The Washington Post

When in litigation or lockout, franchises and athletes often fail to use peacetime wisely

As we all know, the NFL lockout will remain in place after a 2-1 decision from the U.S. Court of Appeals, Eighth Circuit. The court found that the NFL would suffer irreparable harm without a stay of a lower court order enjoining the lockout.

The ruling creates a bit of a setback for fans who must remain on the sidelines and continue to hope for a speedy resolution.

More than likely, the lockout will remain in place at least until the June 3 hearing or longer. The downtime allows the parties to refine their legal strategies and position themselves for the next round in court.

Until then, players — who also are prohibited from having any contact with coaches and trainers — are being forced to prepare for the upcoming season on their own. Case in point, top returning wide receiver Anthony Armstrong of the Washington Redskins is spending his downtime coaching kids on a soccer team. He has shown that idle time offers a perfect opportunity to do something good.

On the other hand, some players have taken the downtime for granted. Worse, a growing number of NFL players are getting themselves arrested. Idle hands disport in the devil’s playground.

It all underscores the importance of using peacetime wisely.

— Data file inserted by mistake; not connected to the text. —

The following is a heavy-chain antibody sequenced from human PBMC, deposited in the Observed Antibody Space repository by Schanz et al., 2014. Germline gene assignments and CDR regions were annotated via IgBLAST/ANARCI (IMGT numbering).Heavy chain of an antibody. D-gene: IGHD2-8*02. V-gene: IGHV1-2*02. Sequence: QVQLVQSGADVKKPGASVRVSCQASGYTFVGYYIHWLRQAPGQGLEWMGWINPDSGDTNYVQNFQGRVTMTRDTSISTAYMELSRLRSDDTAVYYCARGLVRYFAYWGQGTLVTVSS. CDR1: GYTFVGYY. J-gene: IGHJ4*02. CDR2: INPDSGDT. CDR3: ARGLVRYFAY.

Professional athletes, as we all know, are prime targets for controversy and scandal. Such dynamics launched TMZ Sports. No wonder NFL Commissioner Roger Goodell issued a memorandum to all general managers, team presidents, coaches and clubs reminding them of the league's personal-conduct policy a month ago.

 Alas, memoranda are no solvent against reputational assaults faced by athletes and sports franchises. Only the professional athletes themselves, and their representative organizations, can deflect harsh criticism when problems arise.

Downtime, whether it’s during a labor dispute, or during the crucial weeks and days before a controversy goes public, is opportunity. It is when events are quiescent that sports franchises should prepare their players for off-the-field challenges. Crisis or reputation management teams should be created to provide appropriate counsel and training on how to handle game-changing exigencies.

Sports franchises and players need to positively ‘flood the zone’ in order to protect the brands they have worked hard to build over the years. By doing something – anything – positive, they can recruit a solid base of brand advocates before trouble comes a-knocking. It will lighten the blow and provide a more balanced prospective for sponsors and other key stakeholders.

Crisis is inevitable. The issue is not whether a game-changing ruling or event will occur but when it will occur – and how much equity you’ve got in the reputational bank when it does.


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